The signal DACLO is sent to the shift inputs of the shift registers 8 and 9. The result is that the register 8 emits a bit signal at each period of DACLO and, correspondingly, the shift register 9 stores a fresh bit signal and shifts its contents to the left at each period of DACLO.
The parallel outputs CL1-5 of the shift register 9, together with the signals REBCO, CLOCO and CODE, address the memory 10, the signal CLOCO being another signal from the data source with a significance emplained below. For each configuration of the bits CL1-5 and of the signals CLOCO and CODE, the memory 10 generates an output a word M1-4 for each half-wave of the signal REBCO. As will be explained better hereinafter, the first word generates, if necessary, a bit signal, while the second generates, if necessary, a clock signal. The word M1-4 read from the memory 10 presets the counter 11, the reset enabling input of which is connected to the signal PUSUN, while the incrementing input is connected to the signal TENON.
The outputs of weights one and two of the counter 11 are applied to direct and negated inputs, respectively, of an AND gate 14, while the output of weight eight is applied to the input J of the flip-flop 12. The signal REGI which is the output from the AND circuit 14 is applied to the timing input of the flip-flop 12, while the direct reset input C is connected to the signal PUSUN. The flip-flop 12 generates as output the signal INREO, which is used by the recording element (not shown) included in the recording device 13.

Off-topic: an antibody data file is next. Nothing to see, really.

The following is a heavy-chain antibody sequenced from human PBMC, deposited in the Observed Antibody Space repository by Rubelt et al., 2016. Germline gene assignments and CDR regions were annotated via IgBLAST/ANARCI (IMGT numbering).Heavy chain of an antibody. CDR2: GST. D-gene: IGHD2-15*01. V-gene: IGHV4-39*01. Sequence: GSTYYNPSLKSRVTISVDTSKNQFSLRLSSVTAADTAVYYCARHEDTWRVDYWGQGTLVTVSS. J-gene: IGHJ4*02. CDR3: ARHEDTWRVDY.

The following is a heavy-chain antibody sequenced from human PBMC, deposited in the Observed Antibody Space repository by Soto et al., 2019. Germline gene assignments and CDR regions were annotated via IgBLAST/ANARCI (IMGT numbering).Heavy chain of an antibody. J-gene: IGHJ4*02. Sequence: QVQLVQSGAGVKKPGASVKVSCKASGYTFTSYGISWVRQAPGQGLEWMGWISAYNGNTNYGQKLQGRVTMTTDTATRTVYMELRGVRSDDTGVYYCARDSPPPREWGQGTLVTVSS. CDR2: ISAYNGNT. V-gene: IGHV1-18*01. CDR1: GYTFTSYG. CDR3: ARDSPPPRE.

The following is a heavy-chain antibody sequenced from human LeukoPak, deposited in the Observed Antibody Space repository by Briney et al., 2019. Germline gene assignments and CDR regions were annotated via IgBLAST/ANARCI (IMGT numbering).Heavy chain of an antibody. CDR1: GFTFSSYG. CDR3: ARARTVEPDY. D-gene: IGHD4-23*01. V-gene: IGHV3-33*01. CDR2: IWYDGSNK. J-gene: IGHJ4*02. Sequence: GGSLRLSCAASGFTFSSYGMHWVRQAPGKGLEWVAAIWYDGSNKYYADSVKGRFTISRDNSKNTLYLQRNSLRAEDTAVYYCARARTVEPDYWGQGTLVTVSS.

In the case of the memory illustrated in FIG. 2, the arrangement is employed for encoding information in accordance with the frequency doubling recording code (hereinafter called FD) and the modified frequency modulation recording code (hereinafter called MFM). Moreover, for each of these codes there is provided the use of a special encoding which suppresses the timing pulses (hereinafter called MISSING), which is used during the stage of writing the sector addresses, in the case of magnetic discs, or for the addresses of the blocks, in the case of magnetic tapes. More particularly, the memory 10 is divided into eight sections selected by the logical levels of the signals CODE, CLOCO and REBCO in accordance with the following Table:
______________________________________ SELECT- ED EN-CODE CLOCO REBCO ZONE INREO CODING______________________________________ FD0 0 0 27 Clock MISSING FD0 0 1 26 Bit MISSING0 1 0 23 Clock FD DATA0 1 1 22 Bit FD DATA MFM1 0 0 25 Clock MISSING MFM1 0 1 24 Bit MISSING MFM1 1 0 21 Clock DATA MFM1 1 1 20 Bit DATA______________________________________
During the operation of the arrangement of FIG. 1, the data source 7 sends the signals CLOCO and CODE which select one of the quadrants of the memory 10. More particularly, therefore, the combination CLOCO=1, CODE=1 requires that the data on the channel BY be encoded in MFM; the combination CLOCO=0, CODE=1 requires that the data on the channel BY be encoded in MFM with, moreover, suppression of the timing signals (MISSING); the combination CLOCO=1, CODE=0 requires that the data on the channel BY be encoded in FD; the combination CLOCO=0, CODE=0 requires that the data on the channel BY be encoded in FD with, moreover, suppression of the timing signals (MISSING).